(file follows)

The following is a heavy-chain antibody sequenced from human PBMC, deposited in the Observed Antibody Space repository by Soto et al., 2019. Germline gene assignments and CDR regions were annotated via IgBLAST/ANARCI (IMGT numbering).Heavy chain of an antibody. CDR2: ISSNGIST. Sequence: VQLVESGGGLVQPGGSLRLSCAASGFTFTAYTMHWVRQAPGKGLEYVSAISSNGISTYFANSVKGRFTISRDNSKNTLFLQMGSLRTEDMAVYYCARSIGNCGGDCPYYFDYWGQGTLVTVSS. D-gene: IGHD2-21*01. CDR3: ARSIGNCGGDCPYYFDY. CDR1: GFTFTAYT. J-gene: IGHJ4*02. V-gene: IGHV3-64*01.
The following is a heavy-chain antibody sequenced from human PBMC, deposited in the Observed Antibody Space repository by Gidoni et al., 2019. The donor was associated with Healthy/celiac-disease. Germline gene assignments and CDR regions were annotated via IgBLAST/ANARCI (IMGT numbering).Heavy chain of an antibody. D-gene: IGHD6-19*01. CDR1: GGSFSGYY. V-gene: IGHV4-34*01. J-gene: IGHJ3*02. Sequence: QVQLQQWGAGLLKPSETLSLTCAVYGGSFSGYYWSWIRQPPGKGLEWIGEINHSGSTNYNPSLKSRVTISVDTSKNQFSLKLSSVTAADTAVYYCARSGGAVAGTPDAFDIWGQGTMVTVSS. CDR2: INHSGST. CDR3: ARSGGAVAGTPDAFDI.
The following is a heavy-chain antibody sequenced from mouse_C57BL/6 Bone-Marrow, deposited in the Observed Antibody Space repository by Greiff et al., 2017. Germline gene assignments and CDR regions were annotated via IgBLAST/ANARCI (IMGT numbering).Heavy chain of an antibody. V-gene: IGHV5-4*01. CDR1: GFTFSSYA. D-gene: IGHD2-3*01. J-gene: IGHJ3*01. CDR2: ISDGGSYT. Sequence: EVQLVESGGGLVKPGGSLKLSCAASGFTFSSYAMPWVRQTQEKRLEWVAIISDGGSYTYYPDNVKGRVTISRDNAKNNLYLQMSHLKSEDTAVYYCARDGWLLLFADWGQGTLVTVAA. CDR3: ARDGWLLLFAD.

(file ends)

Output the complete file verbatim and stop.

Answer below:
The following is a heavy-chain antibody sequenced from human PBMC, deposited in the Observed Antibody Space repository by Soto et al., 2019. Germline gene assignments and CDR regions were annotated via IgBLAST/ANARCI (IMGT numbering).Heavy chain of an antibody. CDR2: ISSNGIST. Sequence: VQLVESGGGLVQPGGSLRLSCAASGFTFTAYTMHWVRQAPGKGLEYVSAISSNGISTYFANSVKGRFTISRDNSKNTLFLQMGSLRTEDMAVYYCARSIGNCGGDCPYYFDYWGQGTLVTVSS. D-gene: IGHD2-21*01. CDR3: ARSIGNCGGDCPYYFDY. CDR1: GFTFTAYT. J-gene: IGHJ4*02. V-gene: IGHV3-64*01.
The following is a heavy-chain antibody sequenced from human PBMC, deposited in the Observed Antibody Space repository by Gidoni et al., 2019. The donor was associated with Healthy/celiac-disease. Germline gene assignments and CDR regions were annotated via IgBLAST/ANARCI (IMGT numbering).Heavy chain of an antibody. D-gene: IGHD6-19*01. CDR1: GGSFSGYY. V-gene: IGHV4-34*01. J-gene: IGHJ3*02. Sequence: QVQLQQWGAGLLKPSETLSLTCAVYGGSFSGYYWSWIRQPPGKGLEWIGEINHSGSTNYNPSLKSRVTISVDTSKNQFSLKLSSVTAADTAVYYCARSGGAVAGTPDAFDIWGQGTMVTVSS. CDR2: INHSGST. CDR3: ARSGGAVAGTPDAFDI.
The following is a heavy-chain antibody sequenced from mouse_C57BL/6 Bone-Marrow, deposited in the Observed Antibody Space repository by Greiff et al., 2017. Germline gene assignments and CDR regions were annotated via IgBLAST/ANARCI (IMGT numbering).Heavy chain of an antibody. V-gene: IGHV5-4*01. CDR1: GFTFSSYA. D-gene: IGHD2-3*01. J-gene: IGHJ3*01. CDR2: ISDGGSYT. Sequence: EVQLVESGGGLVKPGGSLKLSCAASGFTFSSYAMPWVRQTQEKRLEWVAIISDGGSYTYYPDNVKGRVTISRDNAKNNLYLQMSHLKSEDTAVYYCARDGWLLLFADWGQGTLVTVAA. CDR3: ARDGWLLLFAD.